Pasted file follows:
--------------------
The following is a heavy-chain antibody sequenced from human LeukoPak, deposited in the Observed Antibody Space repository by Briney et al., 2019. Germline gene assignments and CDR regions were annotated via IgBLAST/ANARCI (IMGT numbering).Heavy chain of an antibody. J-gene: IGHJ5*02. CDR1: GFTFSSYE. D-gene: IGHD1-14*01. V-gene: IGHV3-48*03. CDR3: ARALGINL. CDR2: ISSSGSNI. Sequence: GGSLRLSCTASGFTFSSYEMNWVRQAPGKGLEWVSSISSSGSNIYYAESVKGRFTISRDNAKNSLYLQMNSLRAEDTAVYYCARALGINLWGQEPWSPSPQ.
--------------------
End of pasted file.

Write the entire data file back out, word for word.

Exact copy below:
The following is a heavy-chain antibody sequenced from human LeukoPak, deposited in the Observed Antibody Space repository by Briney et al., 2019. Germline gene assignments and CDR regions were annotated via IgBLAST/ANARCI (IMGT numbering).Heavy chain of an antibody. J-gene: IGHJ5*02. CDR1: GFTFSSYE. D-gene: IGHD1-14*01. V-gene: IGHV3-48*03. CDR3: ARALGINL. CDR2: ISSSGSNI. Sequence: GGSLRLSCTASGFTFSSYEMNWVRQAPGKGLEWVSSISSSGSNIYYAESVKGRFTISRDNAKNSLYLQMNSLRAEDTAVYYCARALGINLWGQEPWSPSPQ.